The United States is expected to demand this month that Japan introduce a new set of measures to expand foreign paper makers’ sales, but a senior Japanese industry official has said such a bilateral arrangement is “out of the question.”

“The Japanese market is already open to foreign competitors and thus it is totally unnecessary for Japan and the U.S. to have another agreement,” said Takashi Hirokawa, vice president of the Japan Paper Association, in a recent interview. “We believe the current agreement should not have existed in the first place and it is utterly out of the question to have another one,” he said.

The 1992 bilateral agreement on paper and paperboard products, which expires April 4, calls on both the Japanese and U.S. governments to take measures to “substantially increase market access” in Japan for foreign paper producers. The Japanese government has already conveyed its position to Washington, stating that it has no intention of renewing the agreement now that the pact’s intended goals have been achieved. The U.S. government, however, thinks otherwise. Although a formal request has yet to be made, U.S. trade officials have said they will put forward certain proposals in due time on “new or modified measures” to further encourage increases in imports.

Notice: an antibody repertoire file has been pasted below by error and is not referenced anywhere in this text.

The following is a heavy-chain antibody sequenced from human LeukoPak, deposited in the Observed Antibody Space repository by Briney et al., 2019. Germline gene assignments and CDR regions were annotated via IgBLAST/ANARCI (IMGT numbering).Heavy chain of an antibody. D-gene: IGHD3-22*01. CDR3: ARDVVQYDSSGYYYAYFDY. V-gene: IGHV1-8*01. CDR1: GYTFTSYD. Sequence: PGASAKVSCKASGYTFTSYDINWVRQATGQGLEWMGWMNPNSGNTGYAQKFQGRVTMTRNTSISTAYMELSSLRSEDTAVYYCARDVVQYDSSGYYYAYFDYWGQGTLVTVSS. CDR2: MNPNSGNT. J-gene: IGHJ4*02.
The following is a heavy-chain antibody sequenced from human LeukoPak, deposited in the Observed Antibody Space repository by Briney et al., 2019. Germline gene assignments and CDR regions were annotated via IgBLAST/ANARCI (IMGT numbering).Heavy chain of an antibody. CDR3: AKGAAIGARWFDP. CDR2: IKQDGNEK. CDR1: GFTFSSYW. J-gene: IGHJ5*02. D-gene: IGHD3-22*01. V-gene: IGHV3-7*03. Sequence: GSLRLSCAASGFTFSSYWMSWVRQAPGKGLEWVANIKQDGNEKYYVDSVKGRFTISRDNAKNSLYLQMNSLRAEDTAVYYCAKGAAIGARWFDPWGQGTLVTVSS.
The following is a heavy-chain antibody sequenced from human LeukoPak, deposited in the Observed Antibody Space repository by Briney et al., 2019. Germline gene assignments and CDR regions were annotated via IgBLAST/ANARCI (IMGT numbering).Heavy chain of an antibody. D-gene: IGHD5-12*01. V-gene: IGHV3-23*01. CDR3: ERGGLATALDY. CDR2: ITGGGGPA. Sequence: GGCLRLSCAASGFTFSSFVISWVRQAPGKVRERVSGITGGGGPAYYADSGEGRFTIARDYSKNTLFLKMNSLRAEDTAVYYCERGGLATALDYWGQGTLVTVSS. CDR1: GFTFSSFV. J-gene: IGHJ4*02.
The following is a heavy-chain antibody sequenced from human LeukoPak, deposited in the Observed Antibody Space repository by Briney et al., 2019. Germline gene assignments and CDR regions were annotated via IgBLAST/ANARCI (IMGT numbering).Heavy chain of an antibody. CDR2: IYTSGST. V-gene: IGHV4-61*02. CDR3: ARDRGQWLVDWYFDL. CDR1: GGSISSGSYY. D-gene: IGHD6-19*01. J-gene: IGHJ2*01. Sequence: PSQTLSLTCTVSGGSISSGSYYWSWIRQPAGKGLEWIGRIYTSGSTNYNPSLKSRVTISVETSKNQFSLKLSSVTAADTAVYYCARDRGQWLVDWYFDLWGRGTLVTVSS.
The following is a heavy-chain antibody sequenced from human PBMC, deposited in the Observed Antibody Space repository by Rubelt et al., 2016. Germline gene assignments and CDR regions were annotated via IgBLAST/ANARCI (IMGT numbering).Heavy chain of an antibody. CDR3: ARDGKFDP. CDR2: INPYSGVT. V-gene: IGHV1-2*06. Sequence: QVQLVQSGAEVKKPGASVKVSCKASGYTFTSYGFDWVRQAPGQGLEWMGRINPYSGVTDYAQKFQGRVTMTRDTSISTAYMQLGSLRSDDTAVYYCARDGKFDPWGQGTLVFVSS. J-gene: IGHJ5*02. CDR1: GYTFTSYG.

While acknowledging that certain improvement has been derived from the existing agreement, the U.S. contends that “fundamental market access problems” remain. For instance, Washington claims that access to end users remains inhibited by the power of Japan’s major producers and their influence over distribution channels through such means as substantive equity holdings. Hirokawa says such an argument is groundless. “Japanese paper manufacturers do hold some equities and send executives to some distributors, but they do not control distribution channels,” he said. “One distributor handles products from a number of different suppliers, whether they are foreign or Japanese.”

He also pointed out that the U.S. is the sole country to have failed to increase paper exports to Japan, in stark contrast with the remarkable success other foreign suppliers have achieved. According to the Ministry of International Trade and Industry, Japan’s imports of printing paper and paperboard products nearly doubled from 456,000 metric tons in 1992 to 867,000 metric tons in 1996, with the overall foreign share rising from 2.2 percent 3.7 percent.

During that period, imports from the U.S. declined from 225,000 metric tons to 222,000 metric tons, its share falling from 1.1 percent to 1 percent. What is apparent from the statistics, Hirokawa said, is that Japan is accessible for those firms that make efforts to meet the needs of customers. “European and Southeast Asian companies have done just that, and this is why they have been able to boost their sales in Japan,” he said. “At the same time, I cannot help but wonder whether American firms really made the necessary effort.”

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